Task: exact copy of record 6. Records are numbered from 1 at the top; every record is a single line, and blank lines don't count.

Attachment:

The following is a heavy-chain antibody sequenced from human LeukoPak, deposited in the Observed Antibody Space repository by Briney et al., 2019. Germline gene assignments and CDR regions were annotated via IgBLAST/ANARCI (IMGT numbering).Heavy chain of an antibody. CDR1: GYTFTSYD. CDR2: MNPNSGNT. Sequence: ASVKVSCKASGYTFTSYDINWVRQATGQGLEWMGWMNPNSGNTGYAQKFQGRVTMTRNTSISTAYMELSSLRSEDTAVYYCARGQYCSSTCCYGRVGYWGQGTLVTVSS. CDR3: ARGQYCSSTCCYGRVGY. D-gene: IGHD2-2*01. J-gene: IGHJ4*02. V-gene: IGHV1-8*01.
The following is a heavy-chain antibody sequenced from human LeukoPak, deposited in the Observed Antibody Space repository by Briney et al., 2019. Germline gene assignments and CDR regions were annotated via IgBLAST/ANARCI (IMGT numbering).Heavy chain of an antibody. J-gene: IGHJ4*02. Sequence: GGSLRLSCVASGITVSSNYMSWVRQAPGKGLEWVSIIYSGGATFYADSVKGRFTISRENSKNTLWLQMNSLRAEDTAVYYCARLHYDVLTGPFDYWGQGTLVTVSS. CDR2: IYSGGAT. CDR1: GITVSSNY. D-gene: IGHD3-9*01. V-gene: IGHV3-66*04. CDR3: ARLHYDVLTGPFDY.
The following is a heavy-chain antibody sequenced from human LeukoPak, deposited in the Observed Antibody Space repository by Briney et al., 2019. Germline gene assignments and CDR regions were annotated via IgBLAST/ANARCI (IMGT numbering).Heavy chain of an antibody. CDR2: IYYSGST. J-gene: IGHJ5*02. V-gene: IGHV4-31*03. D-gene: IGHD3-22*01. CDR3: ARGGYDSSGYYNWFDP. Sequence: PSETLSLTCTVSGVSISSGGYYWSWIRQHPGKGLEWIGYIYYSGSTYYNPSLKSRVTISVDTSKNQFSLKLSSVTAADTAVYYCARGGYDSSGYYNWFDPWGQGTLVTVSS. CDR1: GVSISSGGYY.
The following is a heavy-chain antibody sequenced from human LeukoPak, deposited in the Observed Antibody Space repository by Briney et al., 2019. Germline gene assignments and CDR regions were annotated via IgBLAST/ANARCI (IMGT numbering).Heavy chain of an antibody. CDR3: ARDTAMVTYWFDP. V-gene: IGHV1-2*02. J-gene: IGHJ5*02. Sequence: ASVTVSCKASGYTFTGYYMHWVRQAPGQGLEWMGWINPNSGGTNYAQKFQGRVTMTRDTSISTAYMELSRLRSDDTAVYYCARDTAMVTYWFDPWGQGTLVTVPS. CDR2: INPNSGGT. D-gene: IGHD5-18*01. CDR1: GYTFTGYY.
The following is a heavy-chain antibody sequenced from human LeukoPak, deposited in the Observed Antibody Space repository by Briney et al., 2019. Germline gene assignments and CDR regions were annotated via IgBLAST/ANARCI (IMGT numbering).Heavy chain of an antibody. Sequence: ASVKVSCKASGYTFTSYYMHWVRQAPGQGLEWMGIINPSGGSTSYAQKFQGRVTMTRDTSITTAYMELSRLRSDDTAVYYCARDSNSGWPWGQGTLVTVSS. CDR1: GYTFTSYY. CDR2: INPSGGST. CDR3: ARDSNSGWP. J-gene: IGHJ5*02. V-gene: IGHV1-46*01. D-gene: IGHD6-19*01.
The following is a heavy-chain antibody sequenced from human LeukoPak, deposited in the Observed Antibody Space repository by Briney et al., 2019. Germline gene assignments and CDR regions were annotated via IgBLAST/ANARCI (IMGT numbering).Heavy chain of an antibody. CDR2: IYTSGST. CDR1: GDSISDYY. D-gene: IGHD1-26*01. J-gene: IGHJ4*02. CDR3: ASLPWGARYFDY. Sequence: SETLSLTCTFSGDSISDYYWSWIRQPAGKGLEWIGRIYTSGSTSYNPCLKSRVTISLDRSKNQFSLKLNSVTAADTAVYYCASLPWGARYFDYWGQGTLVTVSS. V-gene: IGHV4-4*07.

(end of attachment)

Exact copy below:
The following is a heavy-chain antibody sequenced from human LeukoPak, deposited in the Observed Antibody Space repository by Briney et al., 2019. Germline gene assignments and CDR regions were annotated via IgBLAST/ANARCI (IMGT numbering).Heavy chain of an antibody. CDR2: IYTSGST. CDR1: GDSISDYY. D-gene: IGHD1-26*01. J-gene: IGHJ4*02. CDR3: ASLPWGARYFDY. Sequence: SETLSLTCTFSGDSISDYYWSWIRQPAGKGLEWIGRIYTSGSTSYNPCLKSRVTISLDRSKNQFSLKLNSVTAADTAVYYCASLPWGARYFDYWGQGTLVTVSS. V-gene: IGHV4-4*07.